- “What happens when Google isn’t satisfied to add links to our sites, suppose they were to change the actual words? I haven’t heard Google say they would never do that, have you?” This is an incredibly good point! Just because the Google Toolbar does something that is only helpful at the moment, there’s nothing stopping them from making a later version do it automatically. They could also redirect all links on a page to go through Google. They could leverage their total domination of the search-engine market to provide completely false information about how big Larry Page’s penis is. And then, they could use all the cash from their recent IPO to build an army of attack robots and mount an invasion of Belgium. The fact that in the previous seven years of market dominance they have done nothing that would even approach this kind of non-consensual content modification has no bearing on the argument! Sure, it would utterly destroy their credibility and popularity and decimate their userbase, but such a move from Google’s decision makers would be quite possible if they were incredibly forgetful or stupid.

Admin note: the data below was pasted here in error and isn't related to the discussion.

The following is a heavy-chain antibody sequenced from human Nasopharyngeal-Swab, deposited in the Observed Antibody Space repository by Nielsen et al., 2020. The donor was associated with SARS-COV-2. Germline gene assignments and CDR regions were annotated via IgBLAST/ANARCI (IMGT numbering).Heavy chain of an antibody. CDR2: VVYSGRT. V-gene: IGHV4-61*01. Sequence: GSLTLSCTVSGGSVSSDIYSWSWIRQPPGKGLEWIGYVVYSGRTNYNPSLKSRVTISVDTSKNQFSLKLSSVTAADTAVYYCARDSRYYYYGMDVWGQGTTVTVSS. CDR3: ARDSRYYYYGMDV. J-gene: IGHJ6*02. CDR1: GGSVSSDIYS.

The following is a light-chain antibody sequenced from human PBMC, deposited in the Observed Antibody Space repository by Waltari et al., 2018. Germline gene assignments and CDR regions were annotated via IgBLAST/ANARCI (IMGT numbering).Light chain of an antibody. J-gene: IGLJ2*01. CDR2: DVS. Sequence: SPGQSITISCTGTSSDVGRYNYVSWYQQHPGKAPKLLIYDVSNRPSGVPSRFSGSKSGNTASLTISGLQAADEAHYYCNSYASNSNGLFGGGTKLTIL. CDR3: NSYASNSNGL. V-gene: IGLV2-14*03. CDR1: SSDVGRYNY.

- “It invites Microsoft, with it’s [sic] virtual monopoly in browser [sic], to do the same, to the detriment of the market, and even Google itself.” Gaah, Dave, as blindingly insightful as you are, I wish you hadn’t said that out loud! I bet that the noise has attracted the IE7 team and they’re now thinking, “Whoah, he’s right! We control the horizontal and the vertical too! Why can’t we just use our awesome monopoly power to, say, erase all mention of “Linux” (spit!) from the web?” Sure, they could have thought of this from the very beginning, but not if they were incredibly forgetful or stupid.